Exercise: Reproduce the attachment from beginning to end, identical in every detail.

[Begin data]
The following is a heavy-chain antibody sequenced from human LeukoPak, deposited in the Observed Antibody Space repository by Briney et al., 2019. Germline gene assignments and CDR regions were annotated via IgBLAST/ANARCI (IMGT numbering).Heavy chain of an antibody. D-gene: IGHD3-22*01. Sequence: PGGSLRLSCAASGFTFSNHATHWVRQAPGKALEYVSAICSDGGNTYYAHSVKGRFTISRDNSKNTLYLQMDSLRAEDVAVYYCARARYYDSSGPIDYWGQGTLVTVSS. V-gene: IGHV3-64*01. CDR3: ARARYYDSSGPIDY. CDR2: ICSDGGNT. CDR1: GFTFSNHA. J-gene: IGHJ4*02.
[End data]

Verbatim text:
The following is a heavy-chain antibody sequenced from human LeukoPak, deposited in the Observed Antibody Space repository by Briney et al., 2019. Germline gene assignments and CDR regions were annotated via IgBLAST/ANARCI (IMGT numbering).Heavy chain of an antibody. D-gene: IGHD3-22*01. Sequence: PGGSLRLSCAASGFTFSNHATHWVRQAPGKALEYVSAICSDGGNTYYAHSVKGRFTISRDNSKNTLYLQMDSLRAEDVAVYYCARARYYDSSGPIDYWGQGTLVTVSS. V-gene: IGHV3-64*01. CDR3: ARARYYDSSGPIDY. CDR2: ICSDGGNT. CDR1: GFTFSNHA. J-gene: IGHJ4*02.